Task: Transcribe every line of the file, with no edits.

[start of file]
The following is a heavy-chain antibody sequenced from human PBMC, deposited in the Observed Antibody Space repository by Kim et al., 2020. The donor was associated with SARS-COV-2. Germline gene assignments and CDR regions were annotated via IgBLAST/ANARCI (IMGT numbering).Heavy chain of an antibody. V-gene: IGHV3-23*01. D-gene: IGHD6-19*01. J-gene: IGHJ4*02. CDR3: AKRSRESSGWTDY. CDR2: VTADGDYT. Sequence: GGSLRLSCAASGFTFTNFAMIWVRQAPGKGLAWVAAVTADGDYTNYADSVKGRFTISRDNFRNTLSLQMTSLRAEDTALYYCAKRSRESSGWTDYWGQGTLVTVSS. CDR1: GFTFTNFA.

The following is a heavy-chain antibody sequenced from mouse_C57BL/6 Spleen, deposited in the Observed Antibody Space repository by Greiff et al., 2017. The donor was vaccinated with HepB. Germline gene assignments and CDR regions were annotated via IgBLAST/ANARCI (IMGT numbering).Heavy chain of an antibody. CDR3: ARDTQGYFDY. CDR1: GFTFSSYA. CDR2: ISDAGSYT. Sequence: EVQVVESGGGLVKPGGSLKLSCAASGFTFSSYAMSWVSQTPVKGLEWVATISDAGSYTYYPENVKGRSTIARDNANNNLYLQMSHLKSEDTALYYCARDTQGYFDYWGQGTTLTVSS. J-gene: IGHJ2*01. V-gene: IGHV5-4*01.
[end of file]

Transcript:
The following is a heavy-chain antibody sequenced from human PBMC, deposited in the Observed Antibody Space repository by Kim et al., 2020. The donor was associated with SARS-COV-2. Germline gene assignments and CDR regions were annotated via IgBLAST/ANARCI (IMGT numbering).Heavy chain of an antibody. V-gene: IGHV3-23*01. D-gene: IGHD6-19*01. J-gene: IGHJ4*02. CDR3: AKRSRESSGWTDY. CDR2: VTADGDYT. Sequence: GGSLRLSCAASGFTFTNFAMIWVRQAPGKGLAWVAAVTADGDYTNYADSVKGRFTISRDNFRNTLSLQMTSLRAEDTALYYCAKRSRESSGWTDYWGQGTLVTVSS. CDR1: GFTFTNFA.

The following is a heavy-chain antibody sequenced from mouse_C57BL/6 Spleen, deposited in the Observed Antibody Space repository by Greiff et al., 2017. The donor was vaccinated with HepB. Germline gene assignments and CDR regions were annotated via IgBLAST/ANARCI (IMGT numbering).Heavy chain of an antibody. CDR3: ARDTQGYFDY. CDR1: GFTFSSYA. CDR2: ISDAGSYT. Sequence: EVQVVESGGGLVKPGGSLKLSCAASGFTFSSYAMSWVSQTPVKGLEWVATISDAGSYTYYPENVKGRSTIARDNANNNLYLQMSHLKSEDTALYYCARDTQGYFDYWGQGTTLTVSS. J-gene: IGHJ2*01. V-gene: IGHV5-4*01.